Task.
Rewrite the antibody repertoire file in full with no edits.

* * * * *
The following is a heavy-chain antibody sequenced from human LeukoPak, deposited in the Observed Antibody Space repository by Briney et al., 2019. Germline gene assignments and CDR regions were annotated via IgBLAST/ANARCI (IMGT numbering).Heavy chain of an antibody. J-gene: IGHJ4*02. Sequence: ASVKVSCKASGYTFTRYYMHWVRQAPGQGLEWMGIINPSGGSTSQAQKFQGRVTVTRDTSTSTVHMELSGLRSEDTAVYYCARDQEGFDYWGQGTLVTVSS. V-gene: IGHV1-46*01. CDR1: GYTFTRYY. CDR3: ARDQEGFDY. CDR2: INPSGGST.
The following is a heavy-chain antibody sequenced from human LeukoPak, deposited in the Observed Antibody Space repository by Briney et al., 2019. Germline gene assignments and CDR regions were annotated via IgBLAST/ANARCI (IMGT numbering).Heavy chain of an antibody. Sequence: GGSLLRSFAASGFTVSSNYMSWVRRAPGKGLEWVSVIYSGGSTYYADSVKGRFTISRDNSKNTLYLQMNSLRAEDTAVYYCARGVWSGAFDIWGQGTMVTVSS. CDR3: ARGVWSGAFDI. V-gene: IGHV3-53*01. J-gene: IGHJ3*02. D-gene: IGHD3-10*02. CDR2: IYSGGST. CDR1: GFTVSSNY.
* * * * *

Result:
The following is a heavy-chain antibody sequenced from human LeukoPak, deposited in the Observed Antibody Space repository by Briney et al., 2019. Germline gene assignments and CDR regions were annotated via IgBLAST/ANARCI (IMGT numbering).Heavy chain of an antibody. J-gene: IGHJ4*02. Sequence: ASVKVSCKASGYTFTRYYMHWVRQAPGQGLEWMGIINPSGGSTSQAQKFQGRVTVTRDTSTSTVHMELSGLRSEDTAVYYCARDQEGFDYWGQGTLVTVSS. V-gene: IGHV1-46*01. CDR1: GYTFTRYY. CDR3: ARDQEGFDY. CDR2: INPSGGST.
The following is a heavy-chain antibody sequenced from human LeukoPak, deposited in the Observed Antibody Space repository by Briney et al., 2019. Germline gene assignments and CDR regions were annotated via IgBLAST/ANARCI (IMGT numbering).Heavy chain of an antibody. Sequence: GGSLLRSFAASGFTVSSNYMSWVRRAPGKGLEWVSVIYSGGSTYYADSVKGRFTISRDNSKNTLYLQMNSLRAEDTAVYYCARGVWSGAFDIWGQGTMVTVSS. CDR3: ARGVWSGAFDI. V-gene: IGHV3-53*01. J-gene: IGHJ3*02. D-gene: IGHD3-10*02. CDR2: IYSGGST. CDR1: GFTVSSNY.